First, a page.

On August 6th, 2017 I woke up facing over £20,000 in unpaid invoices. I remember working up to 16 hour days for ten days straight. I collapsed from exhaustion on my 28th birthday. That was my third burnout of 2017. 

I think I would have handled the situation better mentally if it was just my money. My friends and family helped us out a lot during our festival. The fourth burnout came after the community I had been serving torched my business (metaphorically speaking). I remember my mind breaking a few days afterwards; I remember the suicidal thoughts that haunted my dreams, my waking thoughts and my daily interactions. I remember being pulled out of that dark place because friends, followers and acquaintances watched what happened and sent messages asking if I was ok. I wasn't, and very few people would be, most people don't think about the impact of their words or actions on someone's mental wellbeing. You see, I have a history of depression and anxiety. I often take medication to manage it. This is not a secret, and it never will be.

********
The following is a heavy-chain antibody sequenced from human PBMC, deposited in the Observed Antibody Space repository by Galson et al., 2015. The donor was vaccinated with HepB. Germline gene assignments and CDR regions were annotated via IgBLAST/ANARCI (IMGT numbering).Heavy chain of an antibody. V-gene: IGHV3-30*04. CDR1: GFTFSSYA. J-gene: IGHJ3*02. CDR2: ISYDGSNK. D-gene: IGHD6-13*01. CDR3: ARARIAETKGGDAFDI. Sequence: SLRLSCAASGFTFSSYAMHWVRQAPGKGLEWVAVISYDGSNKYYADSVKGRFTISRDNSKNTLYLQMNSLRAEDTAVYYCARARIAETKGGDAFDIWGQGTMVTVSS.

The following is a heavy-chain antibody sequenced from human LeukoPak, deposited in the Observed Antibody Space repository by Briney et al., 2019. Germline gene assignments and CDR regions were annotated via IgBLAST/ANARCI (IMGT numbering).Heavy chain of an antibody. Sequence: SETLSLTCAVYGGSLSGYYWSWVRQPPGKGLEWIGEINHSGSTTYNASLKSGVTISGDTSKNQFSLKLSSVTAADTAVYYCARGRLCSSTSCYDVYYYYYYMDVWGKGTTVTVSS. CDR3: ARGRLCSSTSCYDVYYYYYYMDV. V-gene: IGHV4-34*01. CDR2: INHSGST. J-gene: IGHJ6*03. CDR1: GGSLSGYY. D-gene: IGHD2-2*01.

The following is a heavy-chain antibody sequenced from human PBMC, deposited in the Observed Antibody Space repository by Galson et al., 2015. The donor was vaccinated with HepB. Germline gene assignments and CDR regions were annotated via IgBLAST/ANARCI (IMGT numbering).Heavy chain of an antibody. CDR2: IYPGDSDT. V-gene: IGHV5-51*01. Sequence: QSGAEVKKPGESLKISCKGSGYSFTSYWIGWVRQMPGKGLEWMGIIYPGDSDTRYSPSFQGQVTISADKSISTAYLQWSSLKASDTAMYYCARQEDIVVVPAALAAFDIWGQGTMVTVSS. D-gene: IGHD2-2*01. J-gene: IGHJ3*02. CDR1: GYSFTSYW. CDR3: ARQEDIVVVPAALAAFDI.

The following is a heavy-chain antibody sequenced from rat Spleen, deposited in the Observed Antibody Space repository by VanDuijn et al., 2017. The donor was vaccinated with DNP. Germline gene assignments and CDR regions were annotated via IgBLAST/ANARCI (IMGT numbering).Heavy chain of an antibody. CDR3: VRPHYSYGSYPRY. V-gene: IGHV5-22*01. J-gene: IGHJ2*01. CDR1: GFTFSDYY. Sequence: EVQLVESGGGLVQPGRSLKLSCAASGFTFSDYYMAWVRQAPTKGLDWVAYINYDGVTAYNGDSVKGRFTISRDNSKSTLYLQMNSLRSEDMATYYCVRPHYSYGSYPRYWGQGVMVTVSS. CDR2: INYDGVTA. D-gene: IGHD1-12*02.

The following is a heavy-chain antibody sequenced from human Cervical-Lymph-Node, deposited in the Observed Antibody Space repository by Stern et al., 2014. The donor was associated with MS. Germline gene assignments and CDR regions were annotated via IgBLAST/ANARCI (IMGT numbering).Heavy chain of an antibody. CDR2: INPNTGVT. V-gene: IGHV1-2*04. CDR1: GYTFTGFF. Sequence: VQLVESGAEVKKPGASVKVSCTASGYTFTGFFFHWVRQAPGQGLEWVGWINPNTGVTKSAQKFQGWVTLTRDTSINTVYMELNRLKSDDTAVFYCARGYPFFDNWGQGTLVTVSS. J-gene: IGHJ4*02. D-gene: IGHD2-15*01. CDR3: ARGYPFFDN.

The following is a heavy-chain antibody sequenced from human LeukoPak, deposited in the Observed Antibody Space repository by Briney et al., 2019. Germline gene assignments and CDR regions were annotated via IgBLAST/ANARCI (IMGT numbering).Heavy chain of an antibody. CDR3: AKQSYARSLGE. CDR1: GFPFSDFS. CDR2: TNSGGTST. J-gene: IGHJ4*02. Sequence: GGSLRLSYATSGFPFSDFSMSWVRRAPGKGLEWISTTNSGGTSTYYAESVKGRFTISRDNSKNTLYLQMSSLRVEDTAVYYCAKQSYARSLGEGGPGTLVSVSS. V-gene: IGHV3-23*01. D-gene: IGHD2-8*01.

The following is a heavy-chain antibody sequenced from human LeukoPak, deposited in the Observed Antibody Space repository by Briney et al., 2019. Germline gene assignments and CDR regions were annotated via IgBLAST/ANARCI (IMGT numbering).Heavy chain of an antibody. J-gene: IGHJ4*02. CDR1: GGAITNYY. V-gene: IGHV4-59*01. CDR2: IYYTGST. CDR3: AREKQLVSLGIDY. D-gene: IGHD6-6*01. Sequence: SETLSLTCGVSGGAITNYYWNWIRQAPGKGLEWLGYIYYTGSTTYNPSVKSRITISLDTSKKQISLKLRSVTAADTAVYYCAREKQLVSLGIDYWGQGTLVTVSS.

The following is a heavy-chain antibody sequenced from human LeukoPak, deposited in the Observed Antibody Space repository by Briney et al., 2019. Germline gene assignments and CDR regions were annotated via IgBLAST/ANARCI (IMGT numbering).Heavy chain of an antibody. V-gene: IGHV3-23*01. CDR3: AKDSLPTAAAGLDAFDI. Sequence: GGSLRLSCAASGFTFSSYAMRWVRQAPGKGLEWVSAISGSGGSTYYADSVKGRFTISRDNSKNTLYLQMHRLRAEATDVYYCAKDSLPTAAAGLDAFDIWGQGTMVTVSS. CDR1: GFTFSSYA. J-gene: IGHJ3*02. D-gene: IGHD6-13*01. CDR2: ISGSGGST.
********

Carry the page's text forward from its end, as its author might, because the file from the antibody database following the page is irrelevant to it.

I can look back now and think that was the best thing that ever happened to me. My growth blows my mind daily. I know exactly how to move forward, and I have learned to connect with my instincts on a much deeper level through daily meditations.

What’s your burning question of the moment?